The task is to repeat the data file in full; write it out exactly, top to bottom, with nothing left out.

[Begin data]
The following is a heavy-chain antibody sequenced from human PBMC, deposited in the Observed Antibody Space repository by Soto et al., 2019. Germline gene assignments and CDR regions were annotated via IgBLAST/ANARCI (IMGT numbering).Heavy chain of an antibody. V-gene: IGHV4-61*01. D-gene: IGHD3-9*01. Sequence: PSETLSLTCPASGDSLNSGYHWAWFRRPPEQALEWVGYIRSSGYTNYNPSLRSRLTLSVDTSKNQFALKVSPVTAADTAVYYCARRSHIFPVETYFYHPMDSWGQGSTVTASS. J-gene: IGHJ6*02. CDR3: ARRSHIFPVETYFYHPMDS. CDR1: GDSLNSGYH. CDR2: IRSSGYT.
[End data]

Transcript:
The following is a heavy-chain antibody sequenced from human PBMC, deposited in the Observed Antibody Space repository by Soto et al., 2019. Germline gene assignments and CDR regions were annotated via IgBLAST/ANARCI (IMGT numbering).Heavy chain of an antibody. V-gene: IGHV4-61*01. D-gene: IGHD3-9*01. Sequence: PSETLSLTCPASGDSLNSGYHWAWFRRPPEQALEWVGYIRSSGYTNYNPSLRSRLTLSVDTSKNQFALKVSPVTAADTAVYYCARRSHIFPVETYFYHPMDSWGQGSTVTASS. J-gene: IGHJ6*02. CDR3: ARRSHIFPVETYFYHPMDS. CDR1: GDSLNSGYH. CDR2: IRSSGYT.